Updated: Aug 24
For the most part, we are aware as humans that our time on this planet is finite. We understand that there was a time before we existed and a time after which we will no longer endure, at least in this present physical state. We invest so much into our children and grandchildren, as well as building lasting relationships and legacies for this very reason. We may deny, forget, or attempt to prevent the reality of it, yet for the most part we do not escape the simple fact that we are on this planet temporarily.
Yet the institutions and organizations we serve and that serve us almost always forget this fact. We assume that the institutions and organizations we love will remain in static perpetuity and that those we do not value should not continue beyond our present experience of them. In fact, we often spend time advocating to anyone who might listen to ensure the same.
The reality is that institutions are never actually static. Like the geometric definition of a line, organizations and institutions are constantly in change, big or small, perceivable or imperceivable.
In 1896, the Church of Our Saviour had grown to such capacity that a parish hall needed to be built, and plans were even drawn to expand the church building. Yet by 1912, membership in Church of Our Saviour was down to 22 members, only 12 of whom were considered active. Any history of a given community or organization will illustrate similar dynamics: life is cyclical and always changing. This is true in our personal lives as well as in our communities, institutions, and organizations.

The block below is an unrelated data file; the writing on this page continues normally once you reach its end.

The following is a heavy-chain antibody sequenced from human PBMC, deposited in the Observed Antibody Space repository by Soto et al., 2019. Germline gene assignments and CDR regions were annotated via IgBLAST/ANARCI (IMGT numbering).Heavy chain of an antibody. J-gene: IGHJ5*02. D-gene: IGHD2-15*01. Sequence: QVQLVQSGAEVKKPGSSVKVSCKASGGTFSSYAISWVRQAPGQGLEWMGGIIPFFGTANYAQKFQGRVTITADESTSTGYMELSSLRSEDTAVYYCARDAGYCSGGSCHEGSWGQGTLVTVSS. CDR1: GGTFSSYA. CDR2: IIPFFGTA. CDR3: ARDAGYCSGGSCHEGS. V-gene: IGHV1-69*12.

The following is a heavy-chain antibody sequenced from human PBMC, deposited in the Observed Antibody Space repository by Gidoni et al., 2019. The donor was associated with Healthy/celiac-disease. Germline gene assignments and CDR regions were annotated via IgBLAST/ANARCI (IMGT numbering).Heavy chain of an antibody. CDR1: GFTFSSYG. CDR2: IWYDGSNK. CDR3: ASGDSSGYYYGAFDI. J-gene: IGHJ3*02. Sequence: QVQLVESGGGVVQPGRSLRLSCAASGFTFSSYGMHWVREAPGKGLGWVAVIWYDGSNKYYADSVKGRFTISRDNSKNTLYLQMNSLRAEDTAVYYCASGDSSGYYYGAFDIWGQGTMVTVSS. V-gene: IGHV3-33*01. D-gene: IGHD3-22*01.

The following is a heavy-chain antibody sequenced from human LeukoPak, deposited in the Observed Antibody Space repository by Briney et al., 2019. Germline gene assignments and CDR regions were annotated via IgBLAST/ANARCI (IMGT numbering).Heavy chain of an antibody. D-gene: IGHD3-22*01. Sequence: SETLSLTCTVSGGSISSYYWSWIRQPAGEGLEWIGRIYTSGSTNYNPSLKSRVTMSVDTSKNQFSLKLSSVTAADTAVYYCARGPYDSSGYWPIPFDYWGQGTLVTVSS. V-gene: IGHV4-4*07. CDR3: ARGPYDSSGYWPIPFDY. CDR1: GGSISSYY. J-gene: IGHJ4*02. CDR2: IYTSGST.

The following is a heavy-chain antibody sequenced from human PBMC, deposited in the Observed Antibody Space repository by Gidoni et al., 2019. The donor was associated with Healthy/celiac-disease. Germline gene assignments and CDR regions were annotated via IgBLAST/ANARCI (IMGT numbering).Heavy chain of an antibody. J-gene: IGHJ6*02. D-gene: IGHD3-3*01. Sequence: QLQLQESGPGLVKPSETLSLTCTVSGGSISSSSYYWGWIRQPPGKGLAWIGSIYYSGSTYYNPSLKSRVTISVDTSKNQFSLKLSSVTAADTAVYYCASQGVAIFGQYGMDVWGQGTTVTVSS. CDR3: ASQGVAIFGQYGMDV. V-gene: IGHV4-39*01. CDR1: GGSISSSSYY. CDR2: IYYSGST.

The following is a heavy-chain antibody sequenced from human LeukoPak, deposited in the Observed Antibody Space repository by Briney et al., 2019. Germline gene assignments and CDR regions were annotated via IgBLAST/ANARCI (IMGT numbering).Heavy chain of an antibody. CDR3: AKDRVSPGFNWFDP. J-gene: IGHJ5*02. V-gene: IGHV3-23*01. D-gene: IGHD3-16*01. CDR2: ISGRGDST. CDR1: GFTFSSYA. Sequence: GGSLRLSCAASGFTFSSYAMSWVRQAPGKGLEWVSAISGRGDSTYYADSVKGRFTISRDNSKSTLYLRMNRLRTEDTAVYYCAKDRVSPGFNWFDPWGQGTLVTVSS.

On Sunday, September 11, beginning at 9 am, Church of Our Saviour will celebrate its 155th anniversary as the oldest Protestant Church in the San Gabriel Valley and the oldest continuously run church in the Episcopal Diocese of Los Angeles. And this celebration will be very different from those in decades past because, like every other institution and organization at this time in our history, the Church of Our Saviour is in a time of change.
For the second year, Church of Our Saviour will celebrate the traditional Chinese Harvest Moon Festival, also on September 11 this year, both in and out of worship. The worship service will begin at 9 am, and the celebration will begin around 11 am. Members of our Chinese congregation will be offering traditional Harvest Mooncakes, and there will be a presentation on traditional Chinese tea. We will hear music from the traditional Chinese Guzheng, both in worship and during coffee hour, as we did last spring. Since school is resuming, we will be blessing backpacks for students of all ages, as well as offering games and prizes for children. And, we will have ice cream for dessert!
How have you changed in the past three years? How has our community changed? How have our organizations and institutions changed? How might you and I implement change with intention in our personal lives as well as in our communities, organizations, and churches?